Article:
–The Fourth Period is the latest website to break down the top 25 players that could get moved before the March 1st deadline. Kevin Shattenkirk is at the top of the list, while Matt Duchene and Gabriel Landeskog are fourth and fifth respectively. Two Arizona Coyotes cracked the top six. (The Fourth Period)

–Flames forward Sam Bennett and Preds forward Ryan Johansen don’t drop the gloves very often, but they definitely let their fists fly during last night’s game. The whole thing started because Johansen went after Matt Stajan. Bennett didn’t appreciate that. Here’s the video:

Lightning, Islanders make East playoff races even more confusing

NEW YORK, NY - NOVEMBER 01: Ben Bishop #30 of the Tampa Bay Lightning makes the third period save as Ryan Strome #18 of the New York Islanders looks for a rebound at the Barclays Center on November 1, 2016 in the Brooklyn borough of New York City.  (Photo by Bruce Bennett/Getty Images)
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Whenever you groan at what seems like a quiet trade market, take a step back and ask yourself this: “Who is really out of it?”

For a while there, it felt reasonable to dismiss the chances of teams like the Florida Panthers, New York Islanders and Tampa Bay Lightning. Now? There’s probably only a handful of teams that can really be comfortable, at this very point, with calling themselves sellers.

The Islanders took care of their business with a 3-1 win against the fading (probably selling?) Detroit Red Wings, even with Petr Mrazek making a save like this.

Meanwhile, Ben Bishop might just be putting his game together (while Nikita Kucherov‘s game remains very much together) as the Tampa Bay Lightning throttled the Edmonton Oilers 4-1. Bishop might just end up being indispensable – or at least not worth trading – as he’s on a five-game winning streak.

With those wins, the races for the last seemingly available Eastern Conference playoff spots just get that much muddier.*

Third place in the Atlantic: Maple Leafs – 67 points in 59 games, 28 wins, 27 ROW

Second wild card: Panthers – 66 points in 58 GP, 28 W, 25 ROW

Bruins – 66 points in 59 GP, 30 W, 28 ROW
Islanders – 66 points in 59 GP, 28 W, 27 ROW
Flyers – 63 points in 59 GP, 28 W, 23 ROW
Lightning – 62 points in 59 GP, 27 W, 25 ROW
Sabres – 62 points in 60 GP, 26 W, 25 ROW

Wow, that’s crazy-close. Naturally, teams like the Islanders and Flyers lack the luxury of having a third spot in reasonable reach – unless things get truly wild – but that’s quite the congested group of playoff hopefuls.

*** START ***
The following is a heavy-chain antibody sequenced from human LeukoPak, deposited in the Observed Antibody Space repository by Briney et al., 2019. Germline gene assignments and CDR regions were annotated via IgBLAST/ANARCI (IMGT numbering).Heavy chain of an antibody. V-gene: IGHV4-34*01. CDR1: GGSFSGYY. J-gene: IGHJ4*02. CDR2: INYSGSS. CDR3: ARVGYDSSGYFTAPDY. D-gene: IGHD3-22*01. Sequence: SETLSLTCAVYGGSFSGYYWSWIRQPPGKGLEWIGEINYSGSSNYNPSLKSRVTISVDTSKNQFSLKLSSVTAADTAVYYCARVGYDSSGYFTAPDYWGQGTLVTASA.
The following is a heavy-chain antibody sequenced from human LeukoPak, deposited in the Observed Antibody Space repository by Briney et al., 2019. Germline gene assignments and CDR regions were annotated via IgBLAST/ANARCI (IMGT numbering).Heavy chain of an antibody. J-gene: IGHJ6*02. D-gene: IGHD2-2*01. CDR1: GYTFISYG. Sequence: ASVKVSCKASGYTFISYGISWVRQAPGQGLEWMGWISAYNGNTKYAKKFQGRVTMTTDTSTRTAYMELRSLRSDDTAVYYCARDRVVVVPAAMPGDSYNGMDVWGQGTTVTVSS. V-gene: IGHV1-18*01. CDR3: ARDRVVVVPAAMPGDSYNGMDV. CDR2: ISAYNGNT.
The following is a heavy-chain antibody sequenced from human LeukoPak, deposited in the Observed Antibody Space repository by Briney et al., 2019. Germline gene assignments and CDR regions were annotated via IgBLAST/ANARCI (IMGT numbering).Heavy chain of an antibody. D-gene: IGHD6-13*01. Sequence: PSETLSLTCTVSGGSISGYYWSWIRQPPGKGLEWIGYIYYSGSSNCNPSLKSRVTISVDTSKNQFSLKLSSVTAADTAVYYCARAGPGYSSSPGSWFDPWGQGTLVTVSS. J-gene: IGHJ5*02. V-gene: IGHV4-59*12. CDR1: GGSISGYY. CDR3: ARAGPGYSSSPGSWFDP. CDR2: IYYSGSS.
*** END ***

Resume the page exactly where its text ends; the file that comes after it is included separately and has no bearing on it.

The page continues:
And, sure, the Bolts are among those facing longer odds, but the way things keep swinging wildly this season, who knows? Especially with a team with a track record of success and high expectations like the Lightning.

* – We’ll arbitrarily cut off the East race at the Devils, but just in case you’re wondering, they have 60 points, the Red Wings have 58 and the Hurricanes have 56. Also, the Ottawa Senators hold the second spot in the Atlantic with 70 points and the Montreal Canadiens lead the division with 72, so that group could see quite a bit of movement over the last quarter of the season.

Forsberg’s hat trick, own-goal highlights Predators’ wild OT loss to Flames

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If you want to summarize the kind of night the Nashville Predators experienced, you could do worse than to draw parallels to Filip Forsberg‘s experiences.

The highs were quite high, you see. Forsberg & Co. carved away at the Calgary Flames’ 4-1 lead as his hat trick (see above) eventually gave the Predators a fleeting 5-4 edge.

We all should have seen more drama coming … and it did. Forsberg ended up being at the wrong place at the wrong time in overtime; the Flames’ 6-5 overtime winner ended up going off of his foot. Ouch.

Mark Giordano ended up being credited with that goal. The game was just a barn-burner.

While it was an up-and-down night for both the Flames and Predators, Pekka Rinne‘s evening was pretty much uniformly dismal.

Rinne was pulled early in the second period after giving up four goals on 13 shots, making way for Juuse Saros (who actually ended up gtting tagged with the loss).

The Flames can breathe a sigh of relief after winning the game despite coughing up a big lead, improving to 64 points and strengthening their grip on the second wild card spot. That “charity point” comes in handy for Nashville, leaving the Predators with 65 points and a game in hand on the Flames.